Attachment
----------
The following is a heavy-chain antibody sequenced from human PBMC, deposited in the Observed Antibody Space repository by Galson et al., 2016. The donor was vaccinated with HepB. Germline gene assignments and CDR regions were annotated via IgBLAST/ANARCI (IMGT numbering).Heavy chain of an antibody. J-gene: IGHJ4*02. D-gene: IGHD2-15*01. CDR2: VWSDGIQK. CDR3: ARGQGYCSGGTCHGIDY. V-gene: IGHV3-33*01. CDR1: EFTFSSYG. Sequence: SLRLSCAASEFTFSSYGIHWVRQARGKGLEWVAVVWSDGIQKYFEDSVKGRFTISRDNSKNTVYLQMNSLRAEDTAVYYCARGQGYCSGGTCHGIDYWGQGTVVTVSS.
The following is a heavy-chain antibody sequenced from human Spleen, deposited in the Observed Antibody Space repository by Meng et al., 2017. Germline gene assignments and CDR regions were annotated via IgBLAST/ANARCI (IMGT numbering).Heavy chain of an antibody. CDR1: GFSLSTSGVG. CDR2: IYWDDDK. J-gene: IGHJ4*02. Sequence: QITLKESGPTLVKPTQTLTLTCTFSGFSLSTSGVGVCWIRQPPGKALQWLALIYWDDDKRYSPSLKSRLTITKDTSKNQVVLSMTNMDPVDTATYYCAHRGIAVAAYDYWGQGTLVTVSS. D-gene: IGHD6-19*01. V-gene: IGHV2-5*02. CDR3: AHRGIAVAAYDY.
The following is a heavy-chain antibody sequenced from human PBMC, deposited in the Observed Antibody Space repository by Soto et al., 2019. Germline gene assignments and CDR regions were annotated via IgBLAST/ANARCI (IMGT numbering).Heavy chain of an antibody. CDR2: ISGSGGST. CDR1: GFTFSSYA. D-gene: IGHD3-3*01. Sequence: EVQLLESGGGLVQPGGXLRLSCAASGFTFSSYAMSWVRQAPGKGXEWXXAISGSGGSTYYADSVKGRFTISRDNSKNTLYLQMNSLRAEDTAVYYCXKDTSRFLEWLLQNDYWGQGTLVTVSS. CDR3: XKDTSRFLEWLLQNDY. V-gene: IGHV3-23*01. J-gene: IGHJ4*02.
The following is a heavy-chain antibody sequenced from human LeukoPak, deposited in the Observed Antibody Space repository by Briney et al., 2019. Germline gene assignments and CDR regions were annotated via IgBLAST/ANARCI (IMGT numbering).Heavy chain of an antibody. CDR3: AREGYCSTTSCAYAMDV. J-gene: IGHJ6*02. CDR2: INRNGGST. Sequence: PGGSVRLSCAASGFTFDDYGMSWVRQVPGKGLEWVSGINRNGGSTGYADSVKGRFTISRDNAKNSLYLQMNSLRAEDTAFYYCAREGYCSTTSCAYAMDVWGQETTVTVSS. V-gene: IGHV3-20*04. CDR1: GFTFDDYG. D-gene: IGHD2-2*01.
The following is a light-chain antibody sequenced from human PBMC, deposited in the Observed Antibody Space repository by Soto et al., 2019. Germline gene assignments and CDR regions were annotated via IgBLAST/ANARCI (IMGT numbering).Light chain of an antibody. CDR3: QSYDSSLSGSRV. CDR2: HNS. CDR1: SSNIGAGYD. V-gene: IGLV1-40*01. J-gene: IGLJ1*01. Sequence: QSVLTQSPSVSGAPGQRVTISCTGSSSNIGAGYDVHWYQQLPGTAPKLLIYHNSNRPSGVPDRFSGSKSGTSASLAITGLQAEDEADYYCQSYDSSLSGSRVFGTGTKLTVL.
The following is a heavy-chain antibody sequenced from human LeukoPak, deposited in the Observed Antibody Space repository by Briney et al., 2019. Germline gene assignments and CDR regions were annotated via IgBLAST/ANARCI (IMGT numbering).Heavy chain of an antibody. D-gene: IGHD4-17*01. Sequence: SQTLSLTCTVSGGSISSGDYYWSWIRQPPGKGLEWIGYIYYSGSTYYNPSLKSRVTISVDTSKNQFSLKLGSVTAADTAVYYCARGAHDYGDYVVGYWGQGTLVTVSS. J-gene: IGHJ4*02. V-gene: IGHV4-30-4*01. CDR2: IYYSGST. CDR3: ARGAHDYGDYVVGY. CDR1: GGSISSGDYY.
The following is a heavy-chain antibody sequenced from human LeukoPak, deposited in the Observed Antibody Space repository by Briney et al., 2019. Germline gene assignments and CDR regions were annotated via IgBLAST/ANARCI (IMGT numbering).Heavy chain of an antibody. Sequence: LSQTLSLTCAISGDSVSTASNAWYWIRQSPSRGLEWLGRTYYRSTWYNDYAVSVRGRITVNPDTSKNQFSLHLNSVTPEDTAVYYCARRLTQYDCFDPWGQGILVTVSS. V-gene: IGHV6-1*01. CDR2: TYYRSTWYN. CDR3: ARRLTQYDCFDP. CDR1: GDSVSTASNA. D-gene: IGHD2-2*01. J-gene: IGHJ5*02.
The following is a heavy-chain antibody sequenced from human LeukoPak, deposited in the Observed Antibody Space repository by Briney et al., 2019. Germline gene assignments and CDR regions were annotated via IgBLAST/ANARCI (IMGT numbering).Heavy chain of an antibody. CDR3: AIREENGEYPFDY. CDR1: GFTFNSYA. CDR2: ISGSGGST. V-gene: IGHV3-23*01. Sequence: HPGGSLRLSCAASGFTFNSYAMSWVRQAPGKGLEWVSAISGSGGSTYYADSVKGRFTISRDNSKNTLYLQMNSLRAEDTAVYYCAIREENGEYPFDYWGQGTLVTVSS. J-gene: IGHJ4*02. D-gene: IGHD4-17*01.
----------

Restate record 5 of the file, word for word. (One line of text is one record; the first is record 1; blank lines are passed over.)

The following is a light-chain antibody sequenced from human PBMC, deposited in the Observed Antibody Space repository by Soto et al., 2019. Germline gene assignments and CDR regions were annotated via IgBLAST/ANARCI (IMGT numbering).Light chain of an antibody. CDR3: QSYDSSLSGSRV. CDR2: HNS. CDR1: SSNIGAGYD. V-gene: IGLV1-40*01. J-gene: IGLJ1*01. Sequence: QSVLTQSPSVSGAPGQRVTISCTGSSSNIGAGYDVHWYQQLPGTAPKLLIYHNSNRPSGVPDRFSGSKSGTSASLAITGLQAEDEADYYCQSYDSSLSGSRVFGTGTKLTVL.